On January 10, 1880, De Lesseps took a large party to the neighbourhood of Culebra, to
witness a momentous
 event. A mine had been laid in the mountain side. The seven-year-old daughter of De
Lesseps performed the ceremony of applying the electric spark whereby a mighty blast tore
a huge mass of solid rock from its foundation, and heralded the beginning of the great
work of making the Panama Canal.
De Lesseps toured the United States and Europe for the purpose of inducing people to
invest in the Panama Canal Company. Owing to the attractive way in which he introduced the
Franco-Panama scheme to the public, large numbers of people clamoured for shares, and
France would have had no difficulty at that stage of the proceedings in obtaining twice as
much money as she felt she needed to get from outside contributors.
The route of the Franco-Panama Canal began at Folks River, Cristobal-Colon, followed the
valley of the Chagres to Bas Obispo, passed through the Culebra mountains, followed the
valley of the Rio Grande to its mouth, and went two miles out to sea in Panama Bay.
By the end of three years, De Lesseps and his staff had collected a good deal of machinery
and a three-thousand strong labour force on the scene of operations; also, the work of
excavating had been begun. But by this time the labourers had considerably raised the
original scale of wages and were demanding still better pay, and other unforeseen
difficulties had cropped up to hamper the organizers.
By 1885 it was an open secret that the Company could not complete the Canal in the
stipulated time or at the estimated cost, the newspapers were crying out against the
reckless extravagance which was going on in the Canal Zone, and the public who had
invested in the enterprise were getting nervous. So,
 when, in that year, De Lesseps applied for permission to raise more funds by means of a
lottery, the French Government sent another eminent engineer to the Isthmus to report on
the situation. This expert emphatically announced that the amount of excavation which had
yet to be done to complete the proposed sea-level canal would, under the best of
economical management, cost a great deal more money over and above the original estimate
than the public, in their present attitude to the enterprise, would be likely to
subscribe; he recommended that new plans should be got out for a canal with locks, which
would not require any alteration in route.
De Lesseps very reluctantly consented to the change. But there was only a poor response to
the appeal for further funds which the French Government made, although very attractive
terms were offered to investors. By the end of 1888 the Company was obliged to go into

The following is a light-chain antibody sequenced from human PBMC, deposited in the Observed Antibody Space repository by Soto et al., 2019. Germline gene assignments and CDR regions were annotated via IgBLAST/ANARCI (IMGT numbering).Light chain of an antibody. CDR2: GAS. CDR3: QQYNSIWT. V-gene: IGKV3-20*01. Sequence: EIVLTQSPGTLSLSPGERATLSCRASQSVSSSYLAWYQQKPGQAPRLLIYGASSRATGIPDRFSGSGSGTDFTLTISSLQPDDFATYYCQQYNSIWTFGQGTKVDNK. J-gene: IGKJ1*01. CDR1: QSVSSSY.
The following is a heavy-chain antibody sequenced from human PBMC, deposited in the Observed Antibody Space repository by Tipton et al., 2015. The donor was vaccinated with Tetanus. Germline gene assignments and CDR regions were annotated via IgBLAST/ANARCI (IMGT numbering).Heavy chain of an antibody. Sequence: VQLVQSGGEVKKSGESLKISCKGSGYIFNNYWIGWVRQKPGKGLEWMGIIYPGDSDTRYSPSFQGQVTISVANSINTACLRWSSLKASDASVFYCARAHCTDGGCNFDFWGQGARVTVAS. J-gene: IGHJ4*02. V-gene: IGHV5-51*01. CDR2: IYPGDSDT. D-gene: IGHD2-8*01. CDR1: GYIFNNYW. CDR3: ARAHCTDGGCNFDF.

liquidation, and early in 1889 the work on the Canal was suspended. An official
investigation of accounts showed that nearly $235,000,000 ($1=4s. 2d.) had been expended.
De Lesseps had estimated that the Canal could be completed for a little over half that
In 1894 the "New Panama Canal Company" was formed in France, and Colombia extended the
date limit by which the waterway must be finished. In 1901 this Company hinted at its
willingness to transfer its assets to the United States, who had been making various
inquiries with a view to obtaining sole control of any practicable route for the
construction of a canal between the Atlantic and Pacific Oceans. A deal was carried
through between the New Panama Canal Company and the United States in 1904, with the
consent of Panama, which had now
 become a separate republic. The United States paid the French company the "bargain" price
of $40,000,000 for about 65 5,000 acres of Isthmian land, all the excavating work that had
been done, machinery, boats, buildings, maps, records, and the Panama railroad. A treaty
was entered into between the United States and the Republic of Panama, whereby the former
were granted, together with numerous other rights and privileges, the use, occupation and
control in perpetuity of a ten-miles wide zone of territory, beginning three miles away
from shore in the Caribbean Sea and extending across the Isthmus to a boundary three miles
out in the Pacific, excluding the cities of Colon and Panama; in return, the United States
guaranteed to maintain the independence of the Republic of Panama, paid over a lump sum of
$10,000,000, and undertook to make an annual payment of $250,000 onwards from 1913.
From an international standpoint, the most important clause in the agreement between the
United States and the Republic of Panama is one stipulating that the Canal shall be
neutral in perpetuity. In the Hay-Pauncefote Treaty between the United States and Great
Britain (1901), the neutrality condition, under which the objection by Great Britain to a
canal constructed by the United States was withdrawn, runs as follows:
"The Canal shall be free and open to the vessels of commerce and of war of all nations on
terms of entire equality, so that there shall be no discrimination against any such